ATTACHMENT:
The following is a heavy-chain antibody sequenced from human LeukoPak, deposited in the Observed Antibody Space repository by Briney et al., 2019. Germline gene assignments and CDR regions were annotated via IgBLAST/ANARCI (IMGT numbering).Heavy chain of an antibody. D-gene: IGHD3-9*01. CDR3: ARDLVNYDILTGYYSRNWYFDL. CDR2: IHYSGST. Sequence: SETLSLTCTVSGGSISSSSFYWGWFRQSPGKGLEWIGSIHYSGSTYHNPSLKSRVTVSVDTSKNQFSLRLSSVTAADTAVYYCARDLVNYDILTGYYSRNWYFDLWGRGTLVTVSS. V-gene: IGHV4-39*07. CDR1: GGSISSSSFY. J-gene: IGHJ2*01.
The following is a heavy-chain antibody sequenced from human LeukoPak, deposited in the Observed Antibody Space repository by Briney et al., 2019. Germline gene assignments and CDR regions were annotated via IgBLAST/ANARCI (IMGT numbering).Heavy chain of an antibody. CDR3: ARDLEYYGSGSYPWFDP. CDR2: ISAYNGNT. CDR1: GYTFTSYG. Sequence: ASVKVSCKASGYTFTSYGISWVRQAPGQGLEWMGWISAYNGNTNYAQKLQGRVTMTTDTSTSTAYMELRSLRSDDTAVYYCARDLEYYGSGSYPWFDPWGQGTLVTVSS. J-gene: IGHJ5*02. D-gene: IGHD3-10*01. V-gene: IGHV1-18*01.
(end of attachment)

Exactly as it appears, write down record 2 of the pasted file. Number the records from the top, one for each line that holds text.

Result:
The following is a heavy-chain antibody sequenced from human LeukoPak, deposited in the Observed Antibody Space repository by Briney et al., 2019. Germline gene assignments and CDR regions were annotated via IgBLAST/ANARCI (IMGT numbering).Heavy chain of an antibody. CDR3: ARDLEYYGSGSYPWFDP. CDR2: ISAYNGNT. CDR1: GYTFTSYG. Sequence: ASVKVSCKASGYTFTSYGISWVRQAPGQGLEWMGWISAYNGNTNYAQKLQGRVTMTTDTSTSTAYMELRSLRSDDTAVYYCARDLEYYGSGSYPWFDPWGQGTLVTVSS. J-gene: IGHJ5*02. D-gene: IGHD3-10*01. V-gene: IGHV1-18*01.